The 100 day project: 11 Lessons in art and life

The "best 9" pieces (most liked) on Instagram 

The "best 9" pieces (most liked) on Instagram 

I was on holidays when the idea came…Yep, I would do the https://www.the100dayproject.org/ and I would call it #100daysofartsongs  - I would listen to a piece of music daily and make a visual response in an art diary. I felt very excited about this project – an opportunity just to play and be creative.

I kept it as small and achievable as I possibly could. A small visual art diary, and I would limit each art making session to the length of the piece of music, one or two repeats at maximum. I would invite requests – what a great way to invite connection via social media in the creative community!

What I discovered...

1. Some days I felt like an artist.

2. Some days I felt a fraud, bereft of ideas / motion / positive self-talk.

3. Support comes from unexpected people. Expecting certain people to support you and be interested in your business/creative project etc is risky. Be open to possibilities that support comes from surprising places and people – and turn your focus to them, not on the lack.

4. Prioritising art making and play can be done. Making it a regular item on your to-do list normalises and legitimises creative expression.

5. BUT…some days it can feel like ANOTHER hurdle, and without space/time/freedom…can become oppressive.

6. SO, it’s ok to bend the rules. I believe this project is traditionally undertaken on 100 consecutive days. I broke that rule and stretched it out over a longer period.

7. Collage is my friend. It can hide things I’d prefer to be unseen.

8. BUT, courage is found in having a crack at things that are not my traditional forte (Realism! – although I’m ok with my interpretation of Desmond and his barrow in the marketplace!)

9. Mindfulness was found in producing art that I didn’t love, allowing it to be seen and letting the discomfort move through me.

10. Mindfulness was found in producing art that I DID love, allowing it to be seen and letting the comfort move through me.

11. Watching my children request songs and make their own visual responses in their own journals was a joy. Creativity fosters connection.

©Naomi Morrow, 2018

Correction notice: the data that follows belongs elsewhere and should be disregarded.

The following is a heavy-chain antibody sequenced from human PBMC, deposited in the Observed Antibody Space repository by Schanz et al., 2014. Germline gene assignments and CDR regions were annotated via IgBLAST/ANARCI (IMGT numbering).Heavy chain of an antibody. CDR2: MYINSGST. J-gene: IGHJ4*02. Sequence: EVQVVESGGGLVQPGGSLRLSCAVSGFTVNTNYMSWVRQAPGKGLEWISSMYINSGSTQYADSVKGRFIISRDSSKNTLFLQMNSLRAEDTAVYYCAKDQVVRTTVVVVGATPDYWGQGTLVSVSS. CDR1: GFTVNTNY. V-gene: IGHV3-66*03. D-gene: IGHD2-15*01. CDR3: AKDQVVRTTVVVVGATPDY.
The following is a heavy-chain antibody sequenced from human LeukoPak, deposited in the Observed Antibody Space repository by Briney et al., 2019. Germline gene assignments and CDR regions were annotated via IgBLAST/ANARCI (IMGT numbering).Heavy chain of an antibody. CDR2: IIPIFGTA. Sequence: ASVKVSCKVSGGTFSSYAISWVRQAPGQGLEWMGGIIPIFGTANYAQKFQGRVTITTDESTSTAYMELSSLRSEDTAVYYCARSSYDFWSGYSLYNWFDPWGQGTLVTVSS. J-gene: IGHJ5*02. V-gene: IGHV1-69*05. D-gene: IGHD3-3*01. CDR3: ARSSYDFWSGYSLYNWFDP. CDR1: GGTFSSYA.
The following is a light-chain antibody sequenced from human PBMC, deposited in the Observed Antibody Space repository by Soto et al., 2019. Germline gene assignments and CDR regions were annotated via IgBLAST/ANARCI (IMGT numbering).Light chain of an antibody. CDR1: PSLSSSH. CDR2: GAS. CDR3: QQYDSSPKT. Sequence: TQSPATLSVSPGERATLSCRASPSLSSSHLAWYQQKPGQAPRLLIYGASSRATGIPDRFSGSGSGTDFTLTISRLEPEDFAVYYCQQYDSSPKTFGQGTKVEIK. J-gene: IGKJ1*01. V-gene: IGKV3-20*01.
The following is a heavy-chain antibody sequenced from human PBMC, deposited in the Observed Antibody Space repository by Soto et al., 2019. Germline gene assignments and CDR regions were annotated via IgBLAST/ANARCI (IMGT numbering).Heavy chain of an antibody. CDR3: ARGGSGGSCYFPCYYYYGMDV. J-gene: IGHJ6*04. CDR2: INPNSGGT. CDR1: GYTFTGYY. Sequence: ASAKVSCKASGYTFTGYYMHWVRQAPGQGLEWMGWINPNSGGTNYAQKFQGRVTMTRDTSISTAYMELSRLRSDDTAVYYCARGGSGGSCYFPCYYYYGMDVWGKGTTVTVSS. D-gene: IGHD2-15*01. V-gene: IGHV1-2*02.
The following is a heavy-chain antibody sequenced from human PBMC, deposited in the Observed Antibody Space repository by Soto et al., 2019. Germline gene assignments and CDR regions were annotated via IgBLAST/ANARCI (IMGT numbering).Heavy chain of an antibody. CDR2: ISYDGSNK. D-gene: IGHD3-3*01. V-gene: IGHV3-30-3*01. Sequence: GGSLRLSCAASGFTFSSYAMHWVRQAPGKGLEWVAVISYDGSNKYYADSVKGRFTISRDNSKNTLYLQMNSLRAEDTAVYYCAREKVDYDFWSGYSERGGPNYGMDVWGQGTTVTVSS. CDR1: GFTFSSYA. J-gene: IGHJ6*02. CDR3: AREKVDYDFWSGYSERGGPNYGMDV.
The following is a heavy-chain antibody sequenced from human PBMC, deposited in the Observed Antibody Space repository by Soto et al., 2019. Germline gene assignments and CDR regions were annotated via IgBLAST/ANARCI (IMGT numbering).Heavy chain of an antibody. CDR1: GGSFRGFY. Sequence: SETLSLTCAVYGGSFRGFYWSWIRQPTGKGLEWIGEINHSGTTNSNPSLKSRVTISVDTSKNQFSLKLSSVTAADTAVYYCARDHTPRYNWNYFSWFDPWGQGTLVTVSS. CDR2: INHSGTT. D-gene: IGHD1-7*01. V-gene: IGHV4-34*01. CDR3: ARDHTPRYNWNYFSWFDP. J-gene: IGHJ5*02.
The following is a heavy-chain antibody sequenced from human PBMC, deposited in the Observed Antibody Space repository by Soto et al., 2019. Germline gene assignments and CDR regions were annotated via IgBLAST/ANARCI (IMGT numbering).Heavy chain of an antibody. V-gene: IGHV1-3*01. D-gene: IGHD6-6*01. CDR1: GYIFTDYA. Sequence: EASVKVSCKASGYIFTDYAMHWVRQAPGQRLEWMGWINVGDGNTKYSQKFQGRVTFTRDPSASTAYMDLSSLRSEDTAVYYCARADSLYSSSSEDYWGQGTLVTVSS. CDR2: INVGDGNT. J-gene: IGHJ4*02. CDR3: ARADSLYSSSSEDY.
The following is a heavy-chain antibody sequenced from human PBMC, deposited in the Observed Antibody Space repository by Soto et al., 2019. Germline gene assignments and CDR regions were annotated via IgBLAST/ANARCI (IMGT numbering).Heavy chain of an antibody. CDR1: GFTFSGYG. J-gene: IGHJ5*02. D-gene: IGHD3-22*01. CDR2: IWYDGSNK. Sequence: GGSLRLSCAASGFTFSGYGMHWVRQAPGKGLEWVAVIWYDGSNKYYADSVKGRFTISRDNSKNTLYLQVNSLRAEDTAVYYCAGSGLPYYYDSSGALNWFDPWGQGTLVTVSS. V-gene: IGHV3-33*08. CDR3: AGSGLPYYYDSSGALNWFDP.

Your creativity is waiting for you.

This post first appeared online at Happy Mama

My fingers move over the piano keys, more awkwardly than before. I remember the notes but I can tell I have lost skill. It has been so long since I identified as a musician, as a creative. I wondered if it was possible to reclaim that space. I missed it. Suddenly, a little one plonked alongside me, her small sticky hands pounding the keys “Mama, I play too! Old MacDonald had a…farm!”

Strumming the guitar, singing a song I used to know…a little one climbs up on the bed, “MOOSIC!” she chortles and clamps her hand over the fretboard. Suddenly my song doesn’t sound like the one I used to know.

Turning up the Saturday morning playlist loud (Boy and Bear, it goes well with coffee), feeling excited at the promise of a weekend – belting out “Lordy May” when suddenly Bieber is urging “Let Me Love You.” The little ones laugh in conspiracy – they know how to operate Spotify now.

Sketching a floral design with an inky black pen, feeling expressive and satisfied. I notice my shoulders drop and I breathe a little more deeply and slowly. It’s quiet here at the table. Suddenly, a small voice calls “Hey Mum! Can you draw a Ninja Turtle eating a pizza, but with no pineapple on it?”

Painting an abstract canvas at the kitchen table. I have just enrolled in an online painting course. It’s 10pm and the little ones are asleep. I spread out all the paints and brushes. I listen to music on my headphones as I paint. I feel free and creative. Soon though, I tire and need to pack away the materials before another huge day of mothering. I am impatient and don’t let the glaze dry in time. The painting smudges and my careful marks disappear under the wet glaze.

***

Claiming my creative space and nurturing my creative spirit, especially as a mother, feels essential but at times, barely possible.

When I look at how I would traditionally claim space for creative expression – it’s centred on a pre-motherhood life. A life that is spacious, rested and independent.

I’ve learned that I can no longer use my old references and definitions of what a creative life means to me – because now, as a Mama of three little ones – it simply does not fit in the same way.

But, when I am standing in truth, and honouring the true sacredness of mothering and what it means to me – then I can fully access a creative wisdom and knowledge that was not known to me before.

Georgie James Photography

Georgie James Photography

***